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How to create a pro-apprenticeship company culture

Jake Tween

When looking at business efficiencies and addressing critical skills gaps, the significance of company culture is often overlooked. But when it comes to realising the potential of new apprenticeship standards, culture is critical. Contributor Jake Tween is Head of Apprenticeships – ILM.

Apprenticeships will only be in a position to achieve core business goals if people across the whole of an organisation recognise their value. If employers manage to successfully implement apprenticeships – at all levels, across a range of teams, and amongst both new and existing staff – then employees will start to see how on-the-job training can be of huge benefit. This will go a long way to creating a wider company culture of learning.

The apprenticeship levy has given employers a good reason to consider apprenticeships. It provides a useful source of funds from which employers can draw, allowing them to plug vital skills gaps across their business and build a more skilled and qualified workforce.  A year on from the introduction of the levy, employers are starting to realise that apprenticeships can be used to upskill staff of any seniority or experience level and in every department. But concerns about the implementation of the apprenticeship levy, access to funding, and confusion about its application mean it hasn’t taken off in the way it should have.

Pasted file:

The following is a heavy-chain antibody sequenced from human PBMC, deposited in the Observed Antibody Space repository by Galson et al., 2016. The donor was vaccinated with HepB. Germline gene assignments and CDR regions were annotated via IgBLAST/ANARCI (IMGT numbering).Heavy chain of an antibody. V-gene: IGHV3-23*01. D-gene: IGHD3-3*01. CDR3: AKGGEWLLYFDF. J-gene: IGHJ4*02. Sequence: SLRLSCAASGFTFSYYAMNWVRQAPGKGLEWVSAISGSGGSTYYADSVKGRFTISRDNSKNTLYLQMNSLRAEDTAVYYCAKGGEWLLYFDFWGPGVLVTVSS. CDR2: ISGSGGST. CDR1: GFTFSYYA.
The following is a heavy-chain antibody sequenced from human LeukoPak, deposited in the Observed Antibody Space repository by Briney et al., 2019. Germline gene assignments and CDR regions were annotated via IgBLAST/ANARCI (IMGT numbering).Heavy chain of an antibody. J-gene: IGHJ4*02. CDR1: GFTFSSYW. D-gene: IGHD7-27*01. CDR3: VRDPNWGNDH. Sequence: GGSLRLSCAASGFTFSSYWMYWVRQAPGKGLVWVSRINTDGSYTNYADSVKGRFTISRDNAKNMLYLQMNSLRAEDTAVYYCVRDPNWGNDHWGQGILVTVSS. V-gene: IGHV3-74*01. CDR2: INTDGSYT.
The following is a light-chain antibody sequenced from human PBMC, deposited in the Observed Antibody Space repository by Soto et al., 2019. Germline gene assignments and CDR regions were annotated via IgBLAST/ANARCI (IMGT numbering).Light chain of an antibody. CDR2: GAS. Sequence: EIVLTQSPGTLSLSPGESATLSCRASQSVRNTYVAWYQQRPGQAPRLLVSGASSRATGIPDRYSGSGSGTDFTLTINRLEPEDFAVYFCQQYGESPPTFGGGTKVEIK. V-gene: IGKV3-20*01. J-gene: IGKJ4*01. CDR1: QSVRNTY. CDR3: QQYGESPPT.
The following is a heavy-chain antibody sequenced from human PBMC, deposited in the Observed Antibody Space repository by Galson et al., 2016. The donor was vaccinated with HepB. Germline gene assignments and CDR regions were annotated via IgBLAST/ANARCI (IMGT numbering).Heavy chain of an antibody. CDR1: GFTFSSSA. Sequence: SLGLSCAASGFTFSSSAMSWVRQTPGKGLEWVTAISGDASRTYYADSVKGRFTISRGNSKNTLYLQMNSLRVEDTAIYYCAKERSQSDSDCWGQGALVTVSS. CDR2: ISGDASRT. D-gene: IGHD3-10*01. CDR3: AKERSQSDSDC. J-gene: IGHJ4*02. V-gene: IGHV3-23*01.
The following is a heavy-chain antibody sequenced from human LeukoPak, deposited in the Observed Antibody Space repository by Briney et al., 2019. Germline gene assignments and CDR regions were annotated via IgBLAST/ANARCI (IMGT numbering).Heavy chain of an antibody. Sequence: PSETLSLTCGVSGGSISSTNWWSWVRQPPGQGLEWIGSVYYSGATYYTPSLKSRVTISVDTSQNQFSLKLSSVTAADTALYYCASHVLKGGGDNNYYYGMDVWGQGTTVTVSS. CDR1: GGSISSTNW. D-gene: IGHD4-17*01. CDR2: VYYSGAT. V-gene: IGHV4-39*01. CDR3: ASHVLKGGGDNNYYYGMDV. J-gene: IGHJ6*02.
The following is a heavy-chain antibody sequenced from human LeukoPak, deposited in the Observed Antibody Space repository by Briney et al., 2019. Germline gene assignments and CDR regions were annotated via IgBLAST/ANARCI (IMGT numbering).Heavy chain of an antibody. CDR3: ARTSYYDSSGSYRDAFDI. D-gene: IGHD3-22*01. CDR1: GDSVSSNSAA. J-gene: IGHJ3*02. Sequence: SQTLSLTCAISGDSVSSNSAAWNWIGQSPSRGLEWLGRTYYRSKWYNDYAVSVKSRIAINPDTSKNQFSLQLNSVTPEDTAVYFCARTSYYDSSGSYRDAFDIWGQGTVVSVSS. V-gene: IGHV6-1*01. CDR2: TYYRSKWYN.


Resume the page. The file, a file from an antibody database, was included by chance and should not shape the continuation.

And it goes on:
Yet there is also a cultural barrier holding organisations back from taking advantage of the opportunities brought about by the new standards. Just 37 percent of UK businesses told us that they are very confident about their long term supply of leadership and management talent. What’s worrying is that 58 percent felt middle and senior managers would be unwilling to be viewed as an apprentice; 53 percent said this was because of the reputation and image of apprenticeships, while 41 percent said the implication they needed additional help and support was the major issue. And yet with just 37 percent of UK businesses ‘very confident’ about their supply of leadership and management talent, this is clearly an area organisations need to focus on addressing.

A major concern for UK businesses is that deeply ingrained associations with trade, low wages and a feeling that they stall progression, mean that apprenticeships are being disregarded by those aspiring to progress. HR professionals are key to shifting these outdated perceptions and creating a culture that encourages their business to embrace apprenticeships as a quality training opportunity that is seen as a route to a productive and fulfilling career. There are a number of steps HR professionals can take to accelerate the pace at which this culture takes off.

Provide clear information
Sit down with staff and talk through what is actually involved in an apprenticeship standard – this really helps to get staff buy in. Once individuals – whether that’s the learner, training decision-makers, or finance directors – have looked at the content and had the chance to understand the depth of the curriculum along with the knowledge and skills acquired within it, they invariably overcome any preconceptions and prejudices.

Focus on return on investment